Between 1997 and 2010, an average of about 23,000 migrants arrived in Italy each year across the Mediterranean, though the number of arrivals recorded dropped to less than 10,000 between 2009 and 2010. In 2011, the number of migrants arriving in Europe via the Central Mediterranean route rose dramatically: 62,692 sea arrivals were recorded in Italy, a 13-fold increase over the 4,406 recorded in 2010.
From 20-25 May, a delegation of the World Council of Churches (WCC) visited strategic spots in Italy where the churches’ work to assist migrants and refugees are concrete expressions of ecumenical solidarity with those in the search of better life conditions overseas.
The old cemetery of Lampesusa holds a space to honor the memory of the ones who lost their lives trying to reach Europe through the sea. Crosses made with pieces from the boats carrying refugees mark the graveyard of dozen unidentified bodies. In the first five months of 2022, Lampedusa recorded the arrival of over 6,000 migrants to the island. Since 2014, the Mediterranean Sea has become a site of escalating numbers of migrant fatalities. The migratory journeys prior to these Mediterranean crossings are also highly risky, as they often involve crossing remote terrains such as the Sahara Desert and residing, at least temporarily, in countries such as Libya where conditions for migrants are often dangerous.
As the participants of the WCC Pilgrim Team Visit gathered with local church leaders at the “Gateway to Europe,” Rev. Joram H. Calimutan, from the Asia Pacific Mission for Migrants, shared a reflection based on the text of 1 Samuel 7:12. “As a historical reminder, churches and ecumenical institutions are reminded of its historical origin as a Jesus movement. Churches and ecumenical institutions should actively engage in changing these narratives, furthering faith and migrants and refugees communities’ cooperation, partnership and solidarity. Taking part in addressing the root causes of forced migration and massive movement of people.
“ ‘Thus far the Lord has helped us’ is an affirmation that God is indeed Emmanuel. Confronting the root causes of forced migration—poverty, unemployment, landlessness, war and conflict, environmental destructions and other social evils,” said Calimutan.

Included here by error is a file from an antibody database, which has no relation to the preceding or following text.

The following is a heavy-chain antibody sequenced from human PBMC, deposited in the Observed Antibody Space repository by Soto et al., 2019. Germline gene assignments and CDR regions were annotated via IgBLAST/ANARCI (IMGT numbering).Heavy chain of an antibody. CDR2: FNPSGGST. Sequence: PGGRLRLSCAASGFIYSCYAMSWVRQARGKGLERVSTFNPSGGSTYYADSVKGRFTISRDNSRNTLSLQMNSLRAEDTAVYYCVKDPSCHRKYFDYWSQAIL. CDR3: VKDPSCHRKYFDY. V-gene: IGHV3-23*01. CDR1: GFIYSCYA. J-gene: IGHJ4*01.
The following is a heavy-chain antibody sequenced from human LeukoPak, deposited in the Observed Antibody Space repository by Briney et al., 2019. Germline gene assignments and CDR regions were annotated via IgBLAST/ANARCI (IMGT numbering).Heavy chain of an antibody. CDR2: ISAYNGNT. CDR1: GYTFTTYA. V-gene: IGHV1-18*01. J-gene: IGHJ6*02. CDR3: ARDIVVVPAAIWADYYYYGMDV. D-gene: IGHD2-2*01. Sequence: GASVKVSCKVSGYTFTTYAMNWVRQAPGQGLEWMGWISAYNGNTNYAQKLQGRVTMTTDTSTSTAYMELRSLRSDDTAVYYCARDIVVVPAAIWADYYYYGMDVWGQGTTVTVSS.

Marta Barabino, coordinator of Mediterranean Hope’s Migration Observatory in Lampedusa, shares updates of the work they developed in the region. Active since 2014, the Observatory’s work includes first reception, mediation, data gathering/communication/updates and research. It is an initiative of the Migrant and Refugee Programme of the Federation of Protestant Churches in Italy established in the wake of the tragedy on 3 October 2013 when, just a few miles from the island of Lampedusa, 368 people died in a terrible shipwreck. On 16 May 2022, approximately 500 people were in distress in the Maltese Search and Rescue zone after leaving from Tobruk, Libya. The Italian Coast Guard rescued them during the night, and they disembarked in Lampedusa.
Migrants tend to be disembarked on Lampedusa Island as part of Operation Triton, the Frontex-led border enforcement operation, which started in November 2014. From the small harbour of Lampedusa, they are transferred to the hotspot, which is located in a hollow in the central part of the island. Here the Italian police monitored by Frontex officers perform identification procedures on the spot, both temporally, as immediate identification, and spatially, with a full screening conducted on the island before people get assigned to their different paths and transferred away from Lampedusa. Hotspots are infrastructures for intensified interventions by European agencies to support the border functions of member-states in areas of intense migratory flows. Since October 2015 four such hotspots have opened—Lampedusa, Pozzallo, and Trapani in Italy, and Lesbos in Greece — all located in turbulent border “spots” along the Mediterranean frontier of Europe.
The regional focus of the WCC Pilgrimage of Justice and Peace in 2022 is Europe with the assembly theme: “Christ’s love moves the world to reconciliation and unity.” The WCC Pilgrim Team visit to Italy focused on migration and refugees. It was facilitated by Churches’ Commission for Migrants in Europe and hosted by Federation of Protestant Churches in Italy. Among the objectives of the visit, there was the will to express solidarity and accompaniment with the refugees and migrants arrived in Italy and to solidify ecumenical bonds among WCC member churches in the country, the Federation of Protestant Churches in Italy, and related organizations and networks in their efforts to humanitarian and social project that welcome and help refugees integrate into society.